Fossil Find Pushes Back Neanderthal-Human Mixing
Researchers say a leg bone discovered in a Siberian river bank belongs to a man who lived some 45,000 years ago. Svante Paabo, a geneticist at the Max Planck Institute for Evolutionary Anthropology in Germany, says he and his team were able to retrieve a high-quality genome from the bone, comparable to what doctors could get from a modern human sample. The man appears to have been an early pioneer in Siberia, and his genome includes about two percent Neanderthal DNA—similar to Europeans and East Asians today—which pushes back the date of Neanderthal-human mixing to 50,000 to 60,000 years ago. The findings appear in the journal Nature.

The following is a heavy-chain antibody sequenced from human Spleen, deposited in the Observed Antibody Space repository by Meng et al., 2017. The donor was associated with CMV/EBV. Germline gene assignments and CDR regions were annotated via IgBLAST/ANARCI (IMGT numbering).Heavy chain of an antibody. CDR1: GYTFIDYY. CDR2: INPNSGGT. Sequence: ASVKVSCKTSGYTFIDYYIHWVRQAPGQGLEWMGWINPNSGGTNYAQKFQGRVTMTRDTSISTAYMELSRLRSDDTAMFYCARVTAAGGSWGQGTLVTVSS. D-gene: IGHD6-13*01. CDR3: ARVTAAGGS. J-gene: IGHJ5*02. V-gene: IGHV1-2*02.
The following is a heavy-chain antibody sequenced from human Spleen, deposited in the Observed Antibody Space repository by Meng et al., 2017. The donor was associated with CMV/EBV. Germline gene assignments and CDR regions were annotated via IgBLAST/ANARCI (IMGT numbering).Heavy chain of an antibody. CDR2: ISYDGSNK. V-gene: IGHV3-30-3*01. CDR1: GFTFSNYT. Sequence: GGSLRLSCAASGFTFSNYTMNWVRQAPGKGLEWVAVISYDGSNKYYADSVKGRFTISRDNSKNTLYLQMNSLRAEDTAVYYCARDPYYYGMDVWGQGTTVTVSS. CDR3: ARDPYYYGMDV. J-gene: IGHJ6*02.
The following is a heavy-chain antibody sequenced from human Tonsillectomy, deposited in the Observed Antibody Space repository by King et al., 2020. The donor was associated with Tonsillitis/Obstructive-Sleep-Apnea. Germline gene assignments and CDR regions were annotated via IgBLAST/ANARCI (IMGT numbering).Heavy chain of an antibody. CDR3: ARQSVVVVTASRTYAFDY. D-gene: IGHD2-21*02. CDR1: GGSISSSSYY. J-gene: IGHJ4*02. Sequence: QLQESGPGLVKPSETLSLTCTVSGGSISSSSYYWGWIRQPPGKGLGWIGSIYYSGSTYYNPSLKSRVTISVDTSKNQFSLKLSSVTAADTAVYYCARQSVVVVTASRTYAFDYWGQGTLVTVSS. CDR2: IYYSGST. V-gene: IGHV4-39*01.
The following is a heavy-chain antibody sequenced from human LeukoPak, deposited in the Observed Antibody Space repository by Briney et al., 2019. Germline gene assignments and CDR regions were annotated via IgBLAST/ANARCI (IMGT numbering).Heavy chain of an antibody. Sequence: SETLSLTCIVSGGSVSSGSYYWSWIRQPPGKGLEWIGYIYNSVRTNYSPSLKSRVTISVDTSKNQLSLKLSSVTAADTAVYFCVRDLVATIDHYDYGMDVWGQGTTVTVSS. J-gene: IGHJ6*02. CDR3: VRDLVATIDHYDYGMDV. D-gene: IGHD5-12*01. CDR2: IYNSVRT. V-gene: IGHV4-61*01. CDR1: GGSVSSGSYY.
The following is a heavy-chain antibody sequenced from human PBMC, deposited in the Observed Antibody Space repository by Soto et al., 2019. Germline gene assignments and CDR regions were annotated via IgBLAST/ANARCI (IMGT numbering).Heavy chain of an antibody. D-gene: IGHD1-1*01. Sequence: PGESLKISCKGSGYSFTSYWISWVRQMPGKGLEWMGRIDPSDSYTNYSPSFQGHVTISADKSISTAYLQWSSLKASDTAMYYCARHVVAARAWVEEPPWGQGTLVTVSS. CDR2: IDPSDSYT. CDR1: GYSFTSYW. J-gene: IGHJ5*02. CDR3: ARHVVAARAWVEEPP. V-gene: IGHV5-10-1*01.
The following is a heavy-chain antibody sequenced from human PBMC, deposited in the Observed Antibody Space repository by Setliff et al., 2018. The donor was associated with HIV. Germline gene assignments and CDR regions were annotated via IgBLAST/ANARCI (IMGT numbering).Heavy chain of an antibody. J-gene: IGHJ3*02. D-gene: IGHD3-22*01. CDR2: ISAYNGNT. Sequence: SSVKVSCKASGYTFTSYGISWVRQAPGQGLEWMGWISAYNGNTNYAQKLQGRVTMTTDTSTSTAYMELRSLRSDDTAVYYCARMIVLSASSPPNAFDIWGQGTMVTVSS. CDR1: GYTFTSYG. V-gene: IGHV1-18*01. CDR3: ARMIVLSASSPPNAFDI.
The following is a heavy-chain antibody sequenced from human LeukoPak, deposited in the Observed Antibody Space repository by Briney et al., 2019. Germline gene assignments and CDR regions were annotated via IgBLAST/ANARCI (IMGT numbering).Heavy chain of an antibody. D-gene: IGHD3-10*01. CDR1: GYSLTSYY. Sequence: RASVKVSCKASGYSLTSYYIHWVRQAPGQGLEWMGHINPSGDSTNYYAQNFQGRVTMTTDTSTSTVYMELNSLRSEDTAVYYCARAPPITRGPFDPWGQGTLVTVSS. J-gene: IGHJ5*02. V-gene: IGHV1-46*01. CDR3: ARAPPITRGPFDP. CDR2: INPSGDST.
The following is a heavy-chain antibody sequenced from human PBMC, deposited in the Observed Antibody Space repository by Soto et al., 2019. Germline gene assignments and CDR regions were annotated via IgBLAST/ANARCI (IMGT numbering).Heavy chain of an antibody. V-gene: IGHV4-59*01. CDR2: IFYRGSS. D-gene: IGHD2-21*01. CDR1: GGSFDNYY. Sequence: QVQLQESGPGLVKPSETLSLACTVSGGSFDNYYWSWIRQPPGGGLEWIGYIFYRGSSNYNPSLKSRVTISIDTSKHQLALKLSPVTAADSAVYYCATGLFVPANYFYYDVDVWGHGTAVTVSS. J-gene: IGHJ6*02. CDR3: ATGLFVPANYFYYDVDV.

Svante Paabo is a geneticist at the Max Planck Institute for Evolutionary Anthropology in Leipzig, Germany.